Students don’t want freedom

I can remember vividly how we kicked up a fuss in my student days (Design Academy Eindhoven) when we had to design a stand for a trade fair. The department next door to ours protested when they had to design a plastic garden chair. We thought it was corny, an unimaginative assignment without any research element. We (the stand builders) were deeply sorry for the plastic garden furniture builders.
Obviously they were worse off. I am convinced that these assignments could easily be given at design or architectural schools today, and the students would be happy to start. What in actual fact has changed is that students no longer want freedom, they no longer need to escape reality, but rather they want to dive into it completely. They may take drugs on a Saturday night to escape reality but they really want to conform to it on the Monday morning. 

Narrative research: don’t sleep at home.

An example of an educational trend that in fact started within the professional field is narrative research. Designer’s and architects started telling stories more often – stories in their work and in their design process. In order to learn that approach and get a feeling for a design story, a teacher of the Design Academy forbid his Master students to sleep at home for one night, without them expecting this. Another one made them live in half their available space for a week and yet another banned them from making phone calls and e-mailing. What will that do to you and will it inspire any designs? The outcome of these empiric studies form the type of work that was often to be seen: heavily autobiographical, narrative and contextual.
The current crisis has dried up the demand for this kind of work and it will not be long before those assignments will disappear from the curriculum.
Education is no longer leading but following

Through accreditation protocols the next stage is pretty much determined. The professional practice needs to be reflected in education. Thereby following the professionals has become the standerd and all educational trends follow the trends in the profession concerned. Students are often tricked into believing that they are at the forefront of thinking, yet the agenda is in reality set by the profession or society itself.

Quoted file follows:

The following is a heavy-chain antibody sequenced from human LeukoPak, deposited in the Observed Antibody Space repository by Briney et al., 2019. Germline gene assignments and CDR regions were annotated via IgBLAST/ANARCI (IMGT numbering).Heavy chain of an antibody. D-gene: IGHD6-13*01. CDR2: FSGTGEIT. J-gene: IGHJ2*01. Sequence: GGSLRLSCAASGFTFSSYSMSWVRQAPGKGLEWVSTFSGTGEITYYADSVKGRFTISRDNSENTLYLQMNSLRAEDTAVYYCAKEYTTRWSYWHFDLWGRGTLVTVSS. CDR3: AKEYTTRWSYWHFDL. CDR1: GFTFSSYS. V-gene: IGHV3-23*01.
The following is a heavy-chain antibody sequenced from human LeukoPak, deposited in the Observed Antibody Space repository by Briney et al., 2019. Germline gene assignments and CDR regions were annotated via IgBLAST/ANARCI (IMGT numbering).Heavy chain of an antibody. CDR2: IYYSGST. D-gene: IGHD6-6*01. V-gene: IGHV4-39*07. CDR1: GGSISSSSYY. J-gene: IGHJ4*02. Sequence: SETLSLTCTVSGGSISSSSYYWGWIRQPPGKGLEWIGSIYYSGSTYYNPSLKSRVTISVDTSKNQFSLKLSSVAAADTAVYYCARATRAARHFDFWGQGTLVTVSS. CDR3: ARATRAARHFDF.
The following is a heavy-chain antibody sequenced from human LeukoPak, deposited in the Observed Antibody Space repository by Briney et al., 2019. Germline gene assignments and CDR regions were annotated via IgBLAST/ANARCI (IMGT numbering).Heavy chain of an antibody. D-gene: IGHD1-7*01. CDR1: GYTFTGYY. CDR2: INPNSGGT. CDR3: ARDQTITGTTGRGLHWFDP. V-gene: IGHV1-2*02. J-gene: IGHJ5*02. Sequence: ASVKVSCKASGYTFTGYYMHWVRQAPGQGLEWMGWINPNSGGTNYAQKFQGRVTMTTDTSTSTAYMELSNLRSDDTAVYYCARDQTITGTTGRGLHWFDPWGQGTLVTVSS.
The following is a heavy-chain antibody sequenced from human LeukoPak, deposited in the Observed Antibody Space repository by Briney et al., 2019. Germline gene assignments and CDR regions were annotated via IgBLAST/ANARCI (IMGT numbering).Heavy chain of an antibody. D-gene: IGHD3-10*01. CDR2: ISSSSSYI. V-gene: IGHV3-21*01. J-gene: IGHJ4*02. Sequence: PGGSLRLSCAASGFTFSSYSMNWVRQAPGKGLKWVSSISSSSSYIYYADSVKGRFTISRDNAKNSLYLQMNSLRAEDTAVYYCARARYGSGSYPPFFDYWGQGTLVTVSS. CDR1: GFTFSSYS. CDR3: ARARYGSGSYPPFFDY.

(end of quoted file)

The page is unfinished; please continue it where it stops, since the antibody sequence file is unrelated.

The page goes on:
Images: Above Philip Starck under: Nathan Wierink

Very Dutch NL Architects.

NL Architects has always made a deliberate show of its Dutch roots. The firm’s name alludes to the most common abbreviation for the Netherlands, and even its logo is the “Dutch badge.” The firm’s homepage displays photographs of its founders in the traditional costumes of Volendam. Whether playfully or seriously, NL aspires to be the standard-bearer for contemporary Dutch architecture.
The four principal founders of NL Architects are Pieter Bannenberg, Walter van Dijk, Kamiel Klaasse and Mark Linnemann, who left the firm at the beginning of 2003. They officially opened their Amsterdam office in January 1997 after sharing workspace since the early nineties. All were educated at Delft University of Technology while living in Amsterdam. Often, their projects focus on ordinary aspects of everyday life, including the unappreciated or the negative, which are then enhanced or twisted in order to emphasize the unexpected potential of what surrounds us. NL Architects currently employs an international staff of six to ten people.
NL Architects added the Basketbar, an amalgam of basketball and bar, to the university site of Utrecht five years ago. It has quickly become a city icon. On the roof of the cafe is a basketball court inside a large, imposing cage that serves as a backstop. NL has previously produced facades in the forms of climbing walls and rock cliffs, so in many ways, this unusual structure is a typical NL building.”Yet its expressive, ironically-charged vigor is somewhat deceptive. The building is certainly no one-liner; it has been designed with painstaking precision and architectonic intelligence.